Border disputes in the Gulf region are not new, and they ebb and flow depending on local conditions and the broader geopolitical context. However, the wave of rapprochement between the Gulf states that started in 2021 marks a fundamental change to the dynamics of border disputes; although it is too early to tell, it is hoped that the trend toward diplomacy will lead to a pattern of resolving problems through discussion rather than confrontation.
Within the last two years, the GCC states have been de-escalating their longstanding tensions with Iran. The last few months alone have shown intensified efforts at reconciliation, with an agreement between Riyadh and Tehran bringing the two Gulf powers into a status of relative peace since 1979—a development likely motivated in part by the realization that an armed conflict between them would be catastrophic for all involved.
This Land is Mine
Border disputes—including both maritime and land border demarcation—remain one of the most pressing issues of contention between Iran and each of the GCC states. By now, most of the differences within the GCC states have been resolved peacefully, and the ones that have not—usually with Iran—have been temporarily sidelined. The GCC states understand that there is a need to find a common security arrangement and minimize their differences, as the sovereignty of the land and maritime borders of one sets a precedent for all. Despite their overt and covert differences, respect for national sovereignty is likely to be a concept that is important for all GCC states.
The problem of maritime demarcation is more prevalent than land ones, and it usually only becomes a problem when the maritime borders sit over resource-rich areas. This often refers to oil and gas fields, but could include other resources, including fisheries or even tourist sites. Strategic importance has also played a major role in maritime disputes between neighboring countries—something that can also be seen in the East and South China Seas between China, Japan, Vietnam, and the Philippines.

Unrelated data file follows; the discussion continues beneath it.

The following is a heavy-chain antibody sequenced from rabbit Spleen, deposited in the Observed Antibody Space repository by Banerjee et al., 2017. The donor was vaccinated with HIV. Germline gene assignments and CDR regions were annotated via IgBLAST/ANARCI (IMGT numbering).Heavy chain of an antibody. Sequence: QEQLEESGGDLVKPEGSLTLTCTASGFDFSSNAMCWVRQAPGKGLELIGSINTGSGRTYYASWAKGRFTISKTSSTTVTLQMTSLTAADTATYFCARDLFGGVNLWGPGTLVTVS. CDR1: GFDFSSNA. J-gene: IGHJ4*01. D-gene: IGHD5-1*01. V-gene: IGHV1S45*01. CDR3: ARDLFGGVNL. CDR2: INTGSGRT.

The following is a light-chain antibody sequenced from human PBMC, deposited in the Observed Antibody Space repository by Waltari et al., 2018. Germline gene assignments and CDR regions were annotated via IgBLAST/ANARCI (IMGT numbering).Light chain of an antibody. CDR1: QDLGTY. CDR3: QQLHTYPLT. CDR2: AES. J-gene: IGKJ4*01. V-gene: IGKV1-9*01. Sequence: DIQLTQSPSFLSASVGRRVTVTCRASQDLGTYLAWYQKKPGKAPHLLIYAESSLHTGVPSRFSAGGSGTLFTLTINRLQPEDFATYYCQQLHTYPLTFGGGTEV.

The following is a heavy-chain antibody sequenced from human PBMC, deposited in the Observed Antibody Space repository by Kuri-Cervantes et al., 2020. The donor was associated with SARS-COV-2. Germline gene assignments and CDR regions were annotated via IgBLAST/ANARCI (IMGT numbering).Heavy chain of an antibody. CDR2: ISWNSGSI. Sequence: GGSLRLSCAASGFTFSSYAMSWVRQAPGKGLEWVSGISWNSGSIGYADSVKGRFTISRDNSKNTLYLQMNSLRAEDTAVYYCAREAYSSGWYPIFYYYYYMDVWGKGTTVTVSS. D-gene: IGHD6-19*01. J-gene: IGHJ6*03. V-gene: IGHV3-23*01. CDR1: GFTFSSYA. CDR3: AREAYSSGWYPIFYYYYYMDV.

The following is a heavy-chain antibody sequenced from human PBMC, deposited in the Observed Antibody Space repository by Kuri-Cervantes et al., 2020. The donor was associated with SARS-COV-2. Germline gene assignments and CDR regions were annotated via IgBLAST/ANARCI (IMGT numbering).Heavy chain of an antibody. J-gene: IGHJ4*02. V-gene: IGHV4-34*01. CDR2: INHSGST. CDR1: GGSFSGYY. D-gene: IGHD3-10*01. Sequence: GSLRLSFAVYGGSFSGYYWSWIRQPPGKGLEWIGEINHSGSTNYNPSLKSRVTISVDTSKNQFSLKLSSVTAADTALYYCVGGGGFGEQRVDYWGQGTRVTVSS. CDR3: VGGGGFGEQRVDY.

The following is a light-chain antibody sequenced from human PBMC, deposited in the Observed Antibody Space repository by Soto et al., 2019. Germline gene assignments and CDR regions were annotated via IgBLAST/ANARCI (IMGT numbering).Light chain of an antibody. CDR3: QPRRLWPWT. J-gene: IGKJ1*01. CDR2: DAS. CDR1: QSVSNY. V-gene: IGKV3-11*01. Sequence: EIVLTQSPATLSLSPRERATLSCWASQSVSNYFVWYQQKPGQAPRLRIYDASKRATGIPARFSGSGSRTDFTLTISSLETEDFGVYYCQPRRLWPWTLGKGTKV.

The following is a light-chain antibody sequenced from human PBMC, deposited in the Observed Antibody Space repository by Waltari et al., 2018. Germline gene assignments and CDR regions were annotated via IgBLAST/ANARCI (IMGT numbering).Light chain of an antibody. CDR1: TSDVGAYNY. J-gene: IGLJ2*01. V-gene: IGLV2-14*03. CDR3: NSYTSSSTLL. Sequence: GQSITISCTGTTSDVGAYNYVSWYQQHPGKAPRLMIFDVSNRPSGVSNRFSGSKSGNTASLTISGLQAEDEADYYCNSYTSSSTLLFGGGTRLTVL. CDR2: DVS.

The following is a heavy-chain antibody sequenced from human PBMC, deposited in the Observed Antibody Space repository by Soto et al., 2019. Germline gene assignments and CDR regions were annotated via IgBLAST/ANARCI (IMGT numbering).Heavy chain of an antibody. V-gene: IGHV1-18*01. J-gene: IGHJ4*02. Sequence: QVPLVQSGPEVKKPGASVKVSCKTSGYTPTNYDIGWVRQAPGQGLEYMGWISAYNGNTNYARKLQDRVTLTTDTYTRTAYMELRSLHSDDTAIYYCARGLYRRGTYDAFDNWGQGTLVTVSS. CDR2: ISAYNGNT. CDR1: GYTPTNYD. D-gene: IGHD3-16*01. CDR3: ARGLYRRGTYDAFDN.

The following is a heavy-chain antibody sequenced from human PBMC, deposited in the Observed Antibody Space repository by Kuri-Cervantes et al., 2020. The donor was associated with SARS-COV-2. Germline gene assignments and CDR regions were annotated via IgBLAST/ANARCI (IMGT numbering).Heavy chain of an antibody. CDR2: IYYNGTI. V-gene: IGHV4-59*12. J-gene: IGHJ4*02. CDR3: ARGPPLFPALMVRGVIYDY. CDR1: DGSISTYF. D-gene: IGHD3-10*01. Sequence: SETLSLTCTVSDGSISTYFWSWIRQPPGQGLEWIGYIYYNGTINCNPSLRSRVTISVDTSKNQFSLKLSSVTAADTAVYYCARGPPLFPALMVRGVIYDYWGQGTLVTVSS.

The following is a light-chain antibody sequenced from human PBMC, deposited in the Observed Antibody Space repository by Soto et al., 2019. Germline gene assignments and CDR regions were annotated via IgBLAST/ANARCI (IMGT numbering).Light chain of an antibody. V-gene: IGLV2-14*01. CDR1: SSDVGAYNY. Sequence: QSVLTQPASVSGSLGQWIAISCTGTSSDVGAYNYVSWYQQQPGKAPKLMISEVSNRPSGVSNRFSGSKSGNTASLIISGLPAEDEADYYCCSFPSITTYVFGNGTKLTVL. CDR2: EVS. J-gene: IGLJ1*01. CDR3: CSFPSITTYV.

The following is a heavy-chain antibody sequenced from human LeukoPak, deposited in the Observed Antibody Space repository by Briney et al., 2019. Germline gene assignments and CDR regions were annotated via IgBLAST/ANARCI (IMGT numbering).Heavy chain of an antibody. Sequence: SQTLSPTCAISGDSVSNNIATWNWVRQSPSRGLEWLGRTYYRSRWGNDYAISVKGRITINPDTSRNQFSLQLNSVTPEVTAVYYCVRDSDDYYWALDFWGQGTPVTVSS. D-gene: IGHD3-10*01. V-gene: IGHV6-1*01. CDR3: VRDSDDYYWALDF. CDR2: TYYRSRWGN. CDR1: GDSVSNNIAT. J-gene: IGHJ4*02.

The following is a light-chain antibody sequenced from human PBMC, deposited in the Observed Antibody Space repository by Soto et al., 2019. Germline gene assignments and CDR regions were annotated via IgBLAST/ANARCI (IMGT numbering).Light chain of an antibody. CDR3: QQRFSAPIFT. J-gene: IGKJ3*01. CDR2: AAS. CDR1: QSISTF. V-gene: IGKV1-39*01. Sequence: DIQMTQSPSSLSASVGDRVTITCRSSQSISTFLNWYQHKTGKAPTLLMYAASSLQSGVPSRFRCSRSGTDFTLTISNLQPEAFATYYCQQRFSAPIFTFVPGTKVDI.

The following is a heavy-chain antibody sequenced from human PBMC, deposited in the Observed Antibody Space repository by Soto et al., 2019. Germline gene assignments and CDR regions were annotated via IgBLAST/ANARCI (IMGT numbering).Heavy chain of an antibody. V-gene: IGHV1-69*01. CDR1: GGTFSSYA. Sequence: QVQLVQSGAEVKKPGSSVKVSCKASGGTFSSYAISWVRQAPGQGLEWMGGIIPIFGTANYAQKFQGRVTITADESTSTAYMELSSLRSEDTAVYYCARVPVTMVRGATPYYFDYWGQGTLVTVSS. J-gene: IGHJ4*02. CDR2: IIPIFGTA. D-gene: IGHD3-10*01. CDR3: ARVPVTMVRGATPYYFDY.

The most significant remaining border dispute within the Gulf region is likely the contested ownership of the Al-Durra gas field, which is located between Kuwait, Saudi Arabia, and Iran. While the argument is mostly centered around gas and oil, the dispute has a security aspect as well; the field is adjacent to several small islands that could be used for military purposes. Iran has always maintained that it holds a stake in the Al-Durra field, while Kuwait and Saudi Arabia consider it shared between their two countries only, and Iran has no claim to it, as it falls outside its maritime borders.
The Gulf’s collective relationship with Iran has never been static throughout the history of the region. While politics command attention, there remains a larger economic and human aspect to this relationship. Migration across the two borders has forced both sides of the Gulf to view the region’s stability and security as a mutual interest. From there, all sides agree—albeit in broad terms—to a fair division of the region’s resources. Therefore, a good policy to end the dispute over the Al-Durra field or any other dispute over the region’s wealth is to resort to international law, recognized judicial mechanisms, and neutral arbitration courts. This is the best course of action for all Gulf states, large or small, and previous attempts to gain control of disputed areas by force have never yielded any positive results for the region.